In the mid-seventies, several punk rock bands of note and influence sprang out of England. Acts like The Jam, The Clash, The Buzzcocks, The Damned and Siouxsie and the Banshees, to name a few, but The Sex Pistols still managed to stand out above all the competition. These days it’s hard to look back and justify why the Pistols had such a strong influence at the time. Peoples minds are clouded with overweight fifty year olds, flogging a dead hoarse every few years for cash, the once scary, sneering Johnny Rotten now dressed in tweed selling butter and taking part in shows like Celebrity Jungle and the cliché of clichés, Mr. Punk Icon himself Sid Vicious’ image over used a billion times by people drinking in cocktail bars who couldn’t name a song the Pistols ever wrote, let alone any of Sid’s solo work. In Tickets There’s opinion there are justifications for all those actions. The Pistols never made any money when they started so why not let them now?, Sid wasn’t being a cliché punk at the time, he was one of the people who invented it, not copied it and Johnny, well Johnny can do what ever the hell he likes because he’s Johnny Rotten. But whether you agree or disagree, none of that can ever hamper their years together as a group and the impact their music and their short time together had on the world.
I say time because the Pistols influence goes deeper than the music. As I mentioned earlier, Punk and Punk Rock are two different things. The Pistols played punk rock in a band but they were punks. At least they started off that way. Their first two years together showed a band going through absolute hell in order to get their point across to the world. They may look like your typical punks and their lyrics, speeches and general attitude may resemble your traditional punk but that’s where it started. They were noting more than kids who had more talent that they were ever given credit for. Four kids angry at society, angry at the world around them who wanted to make a difference or at the very least get laid and have a laugh. They didn’t set out to shock the people at first, they just said what they wanted and that started all the controversy. They may have been naive and miss-lead but they weren’t fake and once they realized what was happening and that they were merely becoming the main attraction in a circus being built up around them they stopped. They simply refused to conform. That’s Punk! You can argue that Jonny leaving and Sid’s death had more to do with it than a general decision but the point is they didn’t carry on after their first album. They didn’t put the head down and deal with the ever growing joke their manager was trying to turn their efforts into and carry on for the sake of massive pay cheques and fame, two of music’s main pitfalls for many iconic artists. The band didn’t want to become manikins or puppets. They were strong willed kids who knew what they had started was too special to kill by opting for an easy life. That is why the Pistols will always be one step above all the other acts from that time, their actual refusal to conform, rather than their musical output. It just helps that Nevermind the Bollocks is the greatest Punk Rock album aswell.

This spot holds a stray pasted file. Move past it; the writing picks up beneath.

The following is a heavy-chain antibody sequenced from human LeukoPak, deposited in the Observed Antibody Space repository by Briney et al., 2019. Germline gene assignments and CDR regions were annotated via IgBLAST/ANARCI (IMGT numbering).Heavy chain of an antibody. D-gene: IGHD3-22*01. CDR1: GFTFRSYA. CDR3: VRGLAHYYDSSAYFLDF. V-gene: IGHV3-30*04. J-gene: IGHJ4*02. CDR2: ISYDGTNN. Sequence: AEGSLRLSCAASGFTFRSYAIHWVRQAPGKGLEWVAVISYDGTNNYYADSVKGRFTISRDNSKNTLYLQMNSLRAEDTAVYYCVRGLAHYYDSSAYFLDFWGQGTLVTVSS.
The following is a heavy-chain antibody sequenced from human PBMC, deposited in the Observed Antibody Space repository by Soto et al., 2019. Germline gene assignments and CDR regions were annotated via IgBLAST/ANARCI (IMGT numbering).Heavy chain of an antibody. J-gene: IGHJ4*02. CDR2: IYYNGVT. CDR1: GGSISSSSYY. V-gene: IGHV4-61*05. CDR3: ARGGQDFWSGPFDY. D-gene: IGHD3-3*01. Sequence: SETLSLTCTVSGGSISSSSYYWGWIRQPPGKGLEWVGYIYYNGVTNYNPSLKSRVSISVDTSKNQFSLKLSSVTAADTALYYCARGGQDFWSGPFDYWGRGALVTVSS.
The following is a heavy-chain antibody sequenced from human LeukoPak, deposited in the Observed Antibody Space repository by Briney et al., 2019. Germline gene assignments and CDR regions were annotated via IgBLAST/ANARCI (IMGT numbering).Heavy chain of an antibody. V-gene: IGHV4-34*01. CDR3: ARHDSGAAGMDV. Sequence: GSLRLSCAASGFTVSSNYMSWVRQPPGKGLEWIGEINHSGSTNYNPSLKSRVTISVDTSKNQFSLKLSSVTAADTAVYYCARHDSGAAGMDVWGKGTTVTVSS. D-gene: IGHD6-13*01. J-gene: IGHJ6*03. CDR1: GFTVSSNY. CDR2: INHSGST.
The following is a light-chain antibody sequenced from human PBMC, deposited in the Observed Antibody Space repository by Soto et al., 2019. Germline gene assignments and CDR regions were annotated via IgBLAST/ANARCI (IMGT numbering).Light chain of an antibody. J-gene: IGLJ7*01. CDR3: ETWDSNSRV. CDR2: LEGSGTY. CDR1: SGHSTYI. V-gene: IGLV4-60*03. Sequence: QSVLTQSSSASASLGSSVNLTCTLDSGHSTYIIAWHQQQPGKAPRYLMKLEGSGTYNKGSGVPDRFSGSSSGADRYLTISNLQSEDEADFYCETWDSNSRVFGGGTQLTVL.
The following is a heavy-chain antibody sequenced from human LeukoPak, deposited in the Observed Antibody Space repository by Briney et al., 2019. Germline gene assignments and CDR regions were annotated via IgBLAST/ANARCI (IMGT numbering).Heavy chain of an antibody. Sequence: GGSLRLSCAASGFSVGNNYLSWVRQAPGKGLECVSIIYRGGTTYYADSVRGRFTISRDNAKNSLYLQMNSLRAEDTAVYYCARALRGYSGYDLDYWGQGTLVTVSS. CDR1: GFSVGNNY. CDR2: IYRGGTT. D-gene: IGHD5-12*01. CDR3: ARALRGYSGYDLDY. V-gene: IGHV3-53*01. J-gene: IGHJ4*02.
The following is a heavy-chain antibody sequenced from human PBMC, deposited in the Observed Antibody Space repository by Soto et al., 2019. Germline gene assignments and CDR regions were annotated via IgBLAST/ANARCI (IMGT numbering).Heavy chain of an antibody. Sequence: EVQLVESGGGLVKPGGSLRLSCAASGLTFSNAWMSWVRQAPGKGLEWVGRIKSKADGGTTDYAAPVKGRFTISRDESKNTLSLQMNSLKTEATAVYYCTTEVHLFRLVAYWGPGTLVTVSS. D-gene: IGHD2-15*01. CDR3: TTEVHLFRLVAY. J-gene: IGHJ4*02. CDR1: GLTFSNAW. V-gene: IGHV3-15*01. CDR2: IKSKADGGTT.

Green Day, Rancid and bands like that? Guys wearing suits and ties with pretty hair trying to sing about their pain while they try and remember if they turned the pool heater of or not. Or guys covered in tattoos except on their hands and face so they can still conform and hide what they pretend to be when needed. Guys decked out in expensive leather, all the wallet chain’s, spikes, bracelets, accessories and quirky necklaces and t-shirts top dollar can buy. That’s not punk, that’s nothing but commercialisms orange parade to celebrate the fact that nothing on this earth can remain special, nothing can be left untouched by the greedy hand of economy and commercialism. Proof that no matter how pure and simple something is, someone out there will always exploit it, make it a product and tap a ‘target market’ and no matter how great the people behind it are and how strong their message is, the ever eager and obeying flock are always waiting to infiltrate, tear apart, burn down and destroy the goodness others have worked and longed for.
Punk is dead, leave it be!